ABC’s Jonathan Karl Hails Big Moments in Washington Over President’s Budget and Gun Control

We’re living through an important moment in U.S. political history, and thankfully we have ABC’s chief White House correspondent Jonathan Karl to tell us just how momentous it is. Karl appeared as a guest on Charlie Rose’s PBS show Thursday night to chat about gun control and the president’s budget, among other things. The veteran ABC reporter lamented the fact that neither Republicans nor Democrats on Capitol Hill appreciated President Obama’s budget very much:
 

"I mean, the Republicans didn't give him really any credit at all. And then you have on his liberal flank people like Barry Sanders [sic] saying this is outrageous that the president is, in the words of some progressives, stealing money from seniors, stealing deserved benefits. So it's hard to find somebody up on Capitol Hill that was truly ready to give the president credit. And to praise his budget."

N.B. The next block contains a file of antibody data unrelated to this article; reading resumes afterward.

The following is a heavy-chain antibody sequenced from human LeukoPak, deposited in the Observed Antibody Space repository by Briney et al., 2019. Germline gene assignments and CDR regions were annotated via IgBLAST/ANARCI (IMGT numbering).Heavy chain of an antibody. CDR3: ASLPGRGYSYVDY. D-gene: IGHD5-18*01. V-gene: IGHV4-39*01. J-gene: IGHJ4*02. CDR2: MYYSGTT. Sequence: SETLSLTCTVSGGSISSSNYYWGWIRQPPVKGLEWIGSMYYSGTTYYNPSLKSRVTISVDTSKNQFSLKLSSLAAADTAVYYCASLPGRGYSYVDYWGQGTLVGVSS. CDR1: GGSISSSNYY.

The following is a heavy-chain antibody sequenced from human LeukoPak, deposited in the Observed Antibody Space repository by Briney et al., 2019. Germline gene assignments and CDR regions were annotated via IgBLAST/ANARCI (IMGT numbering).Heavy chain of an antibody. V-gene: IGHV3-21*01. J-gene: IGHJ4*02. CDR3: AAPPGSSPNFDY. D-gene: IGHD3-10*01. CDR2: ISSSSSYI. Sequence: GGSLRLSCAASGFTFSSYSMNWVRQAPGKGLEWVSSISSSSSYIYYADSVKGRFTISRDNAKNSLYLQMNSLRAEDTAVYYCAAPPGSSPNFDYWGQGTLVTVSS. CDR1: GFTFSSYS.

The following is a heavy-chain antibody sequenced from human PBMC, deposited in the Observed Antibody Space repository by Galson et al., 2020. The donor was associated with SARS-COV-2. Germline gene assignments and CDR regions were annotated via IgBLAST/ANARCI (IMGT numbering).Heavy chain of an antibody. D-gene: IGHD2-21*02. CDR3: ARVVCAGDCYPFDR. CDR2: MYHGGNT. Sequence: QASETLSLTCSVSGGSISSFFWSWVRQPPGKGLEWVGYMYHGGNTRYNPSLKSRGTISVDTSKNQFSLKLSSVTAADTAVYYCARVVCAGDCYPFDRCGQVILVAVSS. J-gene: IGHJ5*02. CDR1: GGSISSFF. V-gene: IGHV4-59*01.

But not to worry – Karl was ready to give the president credit and praise his budget. He continued:
 

"But you know, you've got to say, this is quite a moment, Charlie, in Washington. You had a Democratic president go out and defy the AARP, who also adamantly opposed the steps he took on Social Security and Medicare in this budget. And come out and propose some entitlement reforms."


High praise, to be sure, and Karl deserves credit for noting that the president is at least making an attempt to compromise. However, Karl was not done glorifying our federal government’s progress. Later in the interview, Rose asked him about the gun control bill being brought to the Senate floor, and Karl couldn’t contain his glee:


"Well, another big moment in Washington, right? I mean, first you have a Democratic president defying the AARP. We thought that that would kind of never happen; they’re credited for being maybe the most powerful lobbying force in Washington. If there is another most powerful Washington lobbying force it's the NRA. And the fact that the NRA came out, they were against having a, you know, this bill go forward; it goes forward in the Senate."